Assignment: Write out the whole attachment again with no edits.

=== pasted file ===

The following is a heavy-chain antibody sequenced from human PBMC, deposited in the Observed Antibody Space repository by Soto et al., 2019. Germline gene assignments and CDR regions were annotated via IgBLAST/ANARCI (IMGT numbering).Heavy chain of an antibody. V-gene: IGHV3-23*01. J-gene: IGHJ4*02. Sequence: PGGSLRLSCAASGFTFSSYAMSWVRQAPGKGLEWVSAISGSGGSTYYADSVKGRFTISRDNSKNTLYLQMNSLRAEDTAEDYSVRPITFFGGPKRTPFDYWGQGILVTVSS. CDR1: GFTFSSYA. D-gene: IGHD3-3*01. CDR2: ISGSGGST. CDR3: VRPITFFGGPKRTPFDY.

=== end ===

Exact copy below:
The following is a heavy-chain antibody sequenced from human PBMC, deposited in the Observed Antibody Space repository by Soto et al., 2019. Germline gene assignments and CDR regions were annotated via IgBLAST/ANARCI (IMGT numbering).Heavy chain of an antibody. V-gene: IGHV3-23*01. J-gene: IGHJ4*02. Sequence: PGGSLRLSCAASGFTFSSYAMSWVRQAPGKGLEWVSAISGSGGSTYYADSVKGRFTISRDNSKNTLYLQMNSLRAEDTAEDYSVRPITFFGGPKRTPFDYWGQGILVTVSS. CDR1: GFTFSSYA. D-gene: IGHD3-3*01. CDR2: ISGSGGST. CDR3: VRPITFFGGPKRTPFDY.